An early effort from director Frank Capra, Ladies of Leisure was adapted by Capra and Jo Swerling in 1930 from a popular play. Barbara Stanwyck leads a fine cast, including comedic supporting actors Lowell Sherman and Marie Provost, playing a prissy playboy and a sassy gal pal, respectively.
Stanwyck stars as Kay Arnold, a professional party girl who is rescued from a bad night by amateur party pooper Jerry Strong (Ralph Graves). Jerry is the son of a wealthy railroad man who is trying to buck the family business and become a painter. He hires Kay to be his model with the goal of capturing the hopeful look he saw on her face the night he picked her up. For Kay, this is a stroke of good luck, as steady employment will keep her out of trouble, but the streetwise gal has a hard time replicating the naive optimism Jerry is looking for. Plus, she feels increasingly hopeless as she begins to fall for the artist. He's already engaged to a woman more fitting his social standing.
A pre-code picture, Ladies of Leisure tackles some fairly scandalous subjects. Kay's initial career is basically being a paid escort, though the script frames both her and her roommate Dot (Prevost) as modern independents looking to get by on their own. One of the more fascinating scenes comes mid-movie when, hoping to catch Jerry's attention, Kay attempts to prove she's capable of more domestic duties, donning an apron to fry some eggs and play the wife. His failure to notice her efforts is heartbreaking. The actress was an expert at playing women with moxy whose gumption often masked true vulnerability. Kay is basically an early version of the grifter Stanwyck later portrayed in The Lady Eve, though without Preston Sturges' whip-smart writing.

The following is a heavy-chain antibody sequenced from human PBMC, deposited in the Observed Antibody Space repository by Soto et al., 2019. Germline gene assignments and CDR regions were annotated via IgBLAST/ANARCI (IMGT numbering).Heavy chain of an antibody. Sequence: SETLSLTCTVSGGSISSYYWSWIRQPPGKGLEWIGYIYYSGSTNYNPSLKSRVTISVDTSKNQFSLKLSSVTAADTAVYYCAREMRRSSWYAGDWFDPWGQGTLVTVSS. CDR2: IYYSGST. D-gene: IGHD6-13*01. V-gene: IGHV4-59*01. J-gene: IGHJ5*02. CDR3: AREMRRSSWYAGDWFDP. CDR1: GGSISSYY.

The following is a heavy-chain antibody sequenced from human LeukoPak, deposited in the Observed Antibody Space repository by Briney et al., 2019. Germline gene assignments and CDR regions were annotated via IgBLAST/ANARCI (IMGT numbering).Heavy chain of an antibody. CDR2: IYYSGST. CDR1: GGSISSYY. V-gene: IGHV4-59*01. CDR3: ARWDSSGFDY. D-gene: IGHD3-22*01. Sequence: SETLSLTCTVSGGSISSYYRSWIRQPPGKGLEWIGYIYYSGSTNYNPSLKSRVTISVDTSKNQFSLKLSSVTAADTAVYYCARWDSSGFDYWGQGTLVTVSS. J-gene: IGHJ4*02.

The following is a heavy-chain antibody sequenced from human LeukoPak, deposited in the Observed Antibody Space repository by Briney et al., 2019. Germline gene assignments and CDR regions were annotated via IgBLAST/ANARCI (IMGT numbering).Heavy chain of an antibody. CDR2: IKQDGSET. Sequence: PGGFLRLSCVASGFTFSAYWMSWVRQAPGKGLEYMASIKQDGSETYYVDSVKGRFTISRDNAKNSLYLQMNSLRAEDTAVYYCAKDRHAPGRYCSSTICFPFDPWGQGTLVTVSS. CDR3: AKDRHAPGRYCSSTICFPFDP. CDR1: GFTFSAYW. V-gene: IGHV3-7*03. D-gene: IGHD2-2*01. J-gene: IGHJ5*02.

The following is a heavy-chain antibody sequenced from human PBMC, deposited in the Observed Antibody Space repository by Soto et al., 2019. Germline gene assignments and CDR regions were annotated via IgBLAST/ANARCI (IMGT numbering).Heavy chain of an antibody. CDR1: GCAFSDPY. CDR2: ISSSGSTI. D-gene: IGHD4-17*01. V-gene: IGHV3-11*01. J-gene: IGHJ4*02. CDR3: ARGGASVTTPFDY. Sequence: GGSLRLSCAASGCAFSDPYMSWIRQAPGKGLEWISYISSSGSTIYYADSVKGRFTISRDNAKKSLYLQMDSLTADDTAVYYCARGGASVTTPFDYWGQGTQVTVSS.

Ladies of Leisure is an imperfect affair. Pacing is a big problem. Long chunks of the movie are dragged down by an awkward stiffness. Capra's direction seems stuck somewhere between the traditional stage and silent pictures, he hasn't yet mastered the art of the talkies. Luckily, there is plenty of comic relief from Prevost and Sherman that gooses proceedings back to life. There are also some surprisingly dark twists in the final act, when Kay is convinced that she really is bad for Jerry and makes increasingly drastic choices to free him from her and then liberate herself from her own bad decisions. There is an excellent tension building to the finale, even if the very end feels tacked on rather than organic.
Released via the Sony Choice Collection manufacture-on-demand boutique label, Ladies of Leisure is shown at a full-frame aspect ratio in black-and-white. The image quality is fair, with a clean print used to make the disc. Resolution is a little soft, though, and there is some grainy patches.
The original soundtrack is remixed and cleaned up, with no noticeable audio problems except for some minor hiss in a few of the more silent scenes
Though not amongst Frank Capra's best, the 1930 romantic comedy Ladies of Leisure is a pleasantly enjoyable early vehicle for Barbara Stanwyck. She is a bright spot in a somewhat tepid script, already developing her persona as a tough gal ready to make tough choices, both in life and in matters of the heart. An excellent supporting cast helps keep the film alive, even as the story starts to clunk a little. Recommended.
Jamie S. Rich is a novelist and comic book writer. He is best known for his collaborations with Joelle Jones, including the hardboiled crime comic book You Have Killed Me, the challenging romance 12 Reasons Why I Love Her, and the 2007 prose novel Have You Seen the Horizon Lately?, for which Jones did the cover. All three were published by Oni Press. His most recent projects include the futuristic romance A Boy and a Girl with Natalie Nourigat; Archer Coe and the Thousand Natural Shocks, a loopy crime tale drawn by Dan Christensen; and the horror miniseries Madame Frankenstein, a collaboration with Megan Levens. Follow Rich's blog at Confessions123.com.